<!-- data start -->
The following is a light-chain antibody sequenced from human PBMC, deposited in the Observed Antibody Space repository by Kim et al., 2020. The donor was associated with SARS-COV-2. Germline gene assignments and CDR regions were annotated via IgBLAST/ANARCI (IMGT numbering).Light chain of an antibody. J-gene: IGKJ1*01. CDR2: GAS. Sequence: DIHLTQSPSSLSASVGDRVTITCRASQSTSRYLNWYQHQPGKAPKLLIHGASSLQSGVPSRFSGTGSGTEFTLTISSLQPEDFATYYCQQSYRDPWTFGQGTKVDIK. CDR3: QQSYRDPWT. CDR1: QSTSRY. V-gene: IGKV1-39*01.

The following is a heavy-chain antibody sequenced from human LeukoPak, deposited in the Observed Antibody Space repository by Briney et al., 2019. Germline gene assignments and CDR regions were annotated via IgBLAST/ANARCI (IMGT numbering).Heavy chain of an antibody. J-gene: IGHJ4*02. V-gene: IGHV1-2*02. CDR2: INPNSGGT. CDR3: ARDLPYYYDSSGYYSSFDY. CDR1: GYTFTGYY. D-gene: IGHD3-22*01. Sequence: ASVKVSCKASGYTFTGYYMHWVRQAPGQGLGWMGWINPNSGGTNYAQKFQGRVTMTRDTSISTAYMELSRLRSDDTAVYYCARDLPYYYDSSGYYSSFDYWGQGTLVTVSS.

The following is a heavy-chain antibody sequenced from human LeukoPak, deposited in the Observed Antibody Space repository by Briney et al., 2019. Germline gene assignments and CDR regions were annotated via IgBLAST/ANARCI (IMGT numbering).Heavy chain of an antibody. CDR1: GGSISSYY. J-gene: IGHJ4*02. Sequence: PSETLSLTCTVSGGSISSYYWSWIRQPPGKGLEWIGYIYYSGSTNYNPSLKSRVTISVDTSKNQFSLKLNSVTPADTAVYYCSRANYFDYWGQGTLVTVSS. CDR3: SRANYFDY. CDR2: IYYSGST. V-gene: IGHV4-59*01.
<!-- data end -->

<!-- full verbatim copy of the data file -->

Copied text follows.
The following is a light-chain antibody sequenced from human PBMC, deposited in the Observed Antibody Space repository by Kim et al., 2020. The donor was associated with SARS-COV-2. Germline gene assignments and CDR regions were annotated via IgBLAST/ANARCI (IMGT numbering).Light chain of an antibody. J-gene: IGKJ1*01. CDR2: GAS. Sequence: DIHLTQSPSSLSASVGDRVTITCRASQSTSRYLNWYQHQPGKAPKLLIHGASSLQSGVPSRFSGTGSGTEFTLTISSLQPEDFATYYCQQSYRDPWTFGQGTKVDIK. CDR3: QQSYRDPWT. CDR1: QSTSRY. V-gene: IGKV1-39*01.

The following is a heavy-chain antibody sequenced from human LeukoPak, deposited in the Observed Antibody Space repository by Briney et al., 2019. Germline gene assignments and CDR regions were annotated via IgBLAST/ANARCI (IMGT numbering).Heavy chain of an antibody. J-gene: IGHJ4*02. V-gene: IGHV1-2*02. CDR2: INPNSGGT. CDR3: ARDLPYYYDSSGYYSSFDY. CDR1: GYTFTGYY. D-gene: IGHD3-22*01. Sequence: ASVKVSCKASGYTFTGYYMHWVRQAPGQGLGWMGWINPNSGGTNYAQKFQGRVTMTRDTSISTAYMELSRLRSDDTAVYYCARDLPYYYDSSGYYSSFDYWGQGTLVTVSS.

The following is a heavy-chain antibody sequenced from human LeukoPak, deposited in the Observed Antibody Space repository by Briney et al., 2019. Germline gene assignments and CDR regions were annotated via IgBLAST/ANARCI (IMGT numbering).Heavy chain of an antibody. CDR1: GGSISSYY. J-gene: IGHJ4*02. Sequence: PSETLSLTCTVSGGSISSYYWSWIRQPPGKGLEWIGYIYYSGSTNYNPSLKSRVTISVDTSKNQFSLKLNSVTPADTAVYYCSRANYFDYWGQGTLVTVSS. CDR3: SRANYFDY. CDR2: IYYSGST. V-gene: IGHV4-59*01.